Wednesday, December 12, 2007

Rudyard Kipling

My earlier post on Kipling got a fair amount of response, so I thought I would expand on it. Kipling has been my favorite poet since I was about ten, and there are a fair number of his poems I am particularly fond of.

My overall favorite is probably "The Mary Gloster." It's a Browning Monologue, a poem in which a single speaker reveals a great deal about himself in the process of speaking. I prefer it to the ones by Browning I know, such as "My Last Duchess."

The speaker is a dying 19th c. shipping magnate, a self-made wealthy entrepreneur, speaking to his worthless son. One of the things that impresses me about the poem is the degree to which the poet persuades us to the speaker's point of view. The son's interest in "books and pictures" ought to appeal to the modern reader--but doesn't. "Your rooms at college was beastly, more like a whore's than a man's" ought to turn the modern reader off--but doesn't. What remains is the picture of the bitterly unhappy old man whose only remaining wish is to be buried at sea by the wife who died when they were both young, the wife whose memory has been the driving force in his life ever since.

Not that he remained entirely faithful to her memory. "For a man he must go with a woman, as you could not understand/But I never talked them secrets, I paid them out of hand."

Another poem I reread recently is "Cleared." It's a piece of ferocious invective against the Irish independence movement--in particular its terrorist dimension. We almost always see that movement from the favorable side, thanks to folk singers such as the Clancy Brothers and poets such as Yeats. It's interesting to see it from the other side.

"Less black than we were painted? Faith, no word of black was said
The lightest touch is human blood and that, you know, runs red."

Kipling had a very high reputation, especially as a short story writer, early in his career, but fell out of critical favor later, I think mostly for bad reasons. Certainly he had politically unpopular views--but they weren't the views generally attributed to him.

Perhaps the clearest example is the often quoted "For East is East and West is West and never the twain shall meet," taken to describe the fundamental gulf between European and Asian cultures. In fact its point is almost the precise opposite, as one can see by reading the rest of the verse, and still more clearly by reading the poem.

"Oh, East is East, and West is West, and never the twain shall meet,
Till Earth and Sky stand presently at God's great Judgment Seat;
But there is neither East nor West, Border, nor Breed, nor Birth,
When two strong men stand face to face, though they come from the ends of the earth!"

Similarly on race. Kim, his one really successful novel, is set in India. Most of the attractive characters are non-European. The Llama, after Kim the central figure, is a convincing portrayal of a saint--and Tibetan. While there are a few positively portrayed European characters, on the whole the Europeans, both the English and their European opponents, come across as incompetents dealing with a culture they do not understand very well, sometimes well meaning, sometimes not.

The book obviously regards British rule over India as a good thing--but not because of the superiority of the British. For further evidence, consider the two stories (A Centurion of the Thirtieth and On the Great Wall) set in Roman Britain, where the Roman conquerors, positively portrayed, are the imperialists, and the British the ruled.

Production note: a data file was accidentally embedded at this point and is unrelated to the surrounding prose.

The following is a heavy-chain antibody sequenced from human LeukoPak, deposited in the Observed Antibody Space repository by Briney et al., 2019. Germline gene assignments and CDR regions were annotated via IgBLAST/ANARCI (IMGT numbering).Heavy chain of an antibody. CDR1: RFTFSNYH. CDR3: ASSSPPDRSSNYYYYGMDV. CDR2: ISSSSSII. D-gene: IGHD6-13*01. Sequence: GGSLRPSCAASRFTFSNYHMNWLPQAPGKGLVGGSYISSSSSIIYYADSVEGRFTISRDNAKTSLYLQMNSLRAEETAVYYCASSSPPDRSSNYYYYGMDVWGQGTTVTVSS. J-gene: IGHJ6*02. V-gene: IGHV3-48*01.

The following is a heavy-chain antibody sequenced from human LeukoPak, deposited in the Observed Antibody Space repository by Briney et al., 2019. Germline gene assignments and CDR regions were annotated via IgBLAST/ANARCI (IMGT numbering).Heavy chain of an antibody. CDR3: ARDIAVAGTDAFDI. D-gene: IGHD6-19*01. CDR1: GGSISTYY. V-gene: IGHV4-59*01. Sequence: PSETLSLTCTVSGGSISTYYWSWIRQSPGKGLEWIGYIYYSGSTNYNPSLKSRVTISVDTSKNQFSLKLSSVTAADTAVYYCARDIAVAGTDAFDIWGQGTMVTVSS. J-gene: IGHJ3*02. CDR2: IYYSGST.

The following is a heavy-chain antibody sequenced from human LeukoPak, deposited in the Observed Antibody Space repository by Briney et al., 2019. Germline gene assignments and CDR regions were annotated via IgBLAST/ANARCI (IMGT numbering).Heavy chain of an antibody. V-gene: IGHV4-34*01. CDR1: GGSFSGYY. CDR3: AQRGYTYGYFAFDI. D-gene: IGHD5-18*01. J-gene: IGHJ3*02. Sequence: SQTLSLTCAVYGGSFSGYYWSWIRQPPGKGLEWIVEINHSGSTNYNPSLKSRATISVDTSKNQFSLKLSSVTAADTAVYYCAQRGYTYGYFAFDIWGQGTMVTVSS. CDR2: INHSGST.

I like many of the short stories, especially the historical ones, and have reread Kim many times. But it is the poetry that really sticks. For other examples:

The Palace. "After me cometh a builder/Tell him I too have known."
The Peace of Dives. An allegory of interdependence as a force for peace. If I ever put together a collection of literature to teach economics, it will be included.
A Code of Morals. The risks of inadequate encryption on an open channel.
A General Summary. Nothing much has changed in the past few tens of thousands of years.
Arithmetic on the Frontier. Economics of colonial warfare. "The captives of our bow and spear/Are cheap, alas, as we are dear." A point of perhaps renewed relevance today.
Jobson's Amen and Buddha at Kamakura both show just how far Kipling was from the usual cartoon version of the British imperialist.
Cold Iron and The Fairies Siege are about the limits of physical force--and so, I suppose, of political realism--while Gallio's song is an approving description of how an empire deals with religious conflict.
The Last Suttee has one of my favorite examples of the use of meter in storytelling:
We drove the great gates home apace:
White hands were on the sill:
But ere the rush of the unseen feet
Had reached the turn to the open street,
The bars shot down, the guard-drum beat --
We held the dovecot still.
I'll stop now. For a pretty complete webbed selection, just click.


Anonymous said...

I like "The Mary Gloster," too, and the other bookend, "McAndrew's Hymn." Others I particularly like include "Lukannon," "The Land," "The Hymn of Breaking Strain," "A Death-Bed," "The Roman Centurion's Song," "Lalage," and "Certain Maxims of Hafiz."

I agree with you about how striking "'Cleared'" is. It shows Kipling savagely angry, and I'm quite ambivalent about his anger: he was dealing with the murderous terrorists of his own time, but on the other hand I can't feel that the British Empire had any just claim to rule Ireland. But, my god, it's clearly expressed. And had you noticed that the scansion's a perfect fit to the tune of "The Wearing of the Green"? If that was deliberate, it makes the effect even more brutal.

David Friedman said...

Re William's comment ...

I had not noticed the scansion, but I can believe it was deliberate.